Barracoon, p.12
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       Barracoon, p.12

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  Kanko (Kêhounco)

  Dennison, Lottie

  Dozier, Clara

  Ely, Horace

  Ely, Matilda

  Johnson, Samuel

  Keeby, Anna (Annie)




  Keeby, Ossa


  Lee, (African) Peter

  Lee, Josephine

  Lewis, America (Maggie)



  Abila (Abilé)

  Lewis, Celia (Celie)


  Oluale (Oloualay)

  Lewis, Charles (Char-Lee)


  Kossola (Kazoola)

  Lewis, Cudjo

  Livingston, John



  Livingston (Levinson),


  Nichol, Lillie

  Nichol, Maxwell




  Jaba (Jabi or Jabar)

  Shade, Jaybee (Jaba)

  Shade, Polly (Ellen)

  Thomas, Anthony


  Thomas, Ellen



  Abache (Abackey)

  Turner, Clara

  Turner, Samuel

  Wigfall (Wigerfall),




  Wigfall (Wigerfall),


  Wilson, Lucy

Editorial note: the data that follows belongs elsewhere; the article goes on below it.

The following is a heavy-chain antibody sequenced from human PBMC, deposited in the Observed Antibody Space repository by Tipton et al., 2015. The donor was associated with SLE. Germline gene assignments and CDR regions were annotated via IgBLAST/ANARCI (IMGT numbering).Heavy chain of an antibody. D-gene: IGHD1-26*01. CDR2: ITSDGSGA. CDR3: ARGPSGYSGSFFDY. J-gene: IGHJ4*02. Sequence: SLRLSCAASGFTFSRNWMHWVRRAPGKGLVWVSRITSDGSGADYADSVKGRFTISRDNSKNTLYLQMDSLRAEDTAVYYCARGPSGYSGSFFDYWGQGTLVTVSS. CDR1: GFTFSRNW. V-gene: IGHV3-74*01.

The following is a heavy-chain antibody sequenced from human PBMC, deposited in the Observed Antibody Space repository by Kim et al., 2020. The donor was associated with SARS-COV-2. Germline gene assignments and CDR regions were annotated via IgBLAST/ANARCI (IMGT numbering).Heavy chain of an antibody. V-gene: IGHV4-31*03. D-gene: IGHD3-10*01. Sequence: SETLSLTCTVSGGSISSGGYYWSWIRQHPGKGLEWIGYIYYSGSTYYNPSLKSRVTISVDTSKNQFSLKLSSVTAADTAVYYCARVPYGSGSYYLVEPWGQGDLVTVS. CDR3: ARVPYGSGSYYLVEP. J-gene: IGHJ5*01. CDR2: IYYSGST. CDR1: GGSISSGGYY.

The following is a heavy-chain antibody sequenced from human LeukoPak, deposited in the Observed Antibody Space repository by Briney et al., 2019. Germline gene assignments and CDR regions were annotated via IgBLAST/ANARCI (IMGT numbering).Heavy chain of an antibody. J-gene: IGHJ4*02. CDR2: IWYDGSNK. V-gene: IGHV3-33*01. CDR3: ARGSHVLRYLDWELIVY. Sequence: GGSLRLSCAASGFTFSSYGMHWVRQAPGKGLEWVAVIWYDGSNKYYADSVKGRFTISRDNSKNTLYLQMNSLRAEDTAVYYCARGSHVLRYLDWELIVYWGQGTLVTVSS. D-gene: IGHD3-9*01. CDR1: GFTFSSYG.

Clotilda, The: A 120 81/91-ton schooner built by William Foster in Mobile, Alabama, in 1855. It was 86 feet long, 23 feet wide, and 611/12 feet deep. Two-masted, with one deck, it was built for speed. These types of ships were designed during the years of suppression of the traffic, in order to outmaneuver those ships that were policing the waters. The US Constitution declared those engaged in the illegal importation of Africans into America to be pirates and declared that those apprehended would be charged with piracy—and hanged. In collaboration with Timothy Meaher, William Foster refitted the Clotilda as a “slaver.” Its journey to Africa represented their first smuggling venture, and it would be their last. In March 1860, Foster set sail for Ouidah on the coast of West Africa, where he illegally bought 125 Africans who were held in the barracoons of Dahomey. Fearful of being captured by two approaching steamers, Foster weighed anchor and left fifteen Africans on the beach. After about forty-five days on the Atlantic, Foster docked near Twelve-Mile Island off the Mobile River. After disembarkation of the Africans, Foster burned and scuttled the Clotilda at Big Bayou Canot, in an effort to cover up his piracy. The Wanderer, which transported more than four hundred Congolese captives to Jekyll Island, Georgia, in November 1858, had long been considered the last vessel to import Africans illegally into the United States. With its documented 1860 arrival into Mobile Bay, the Clotilda now holds that unfortunate distinction.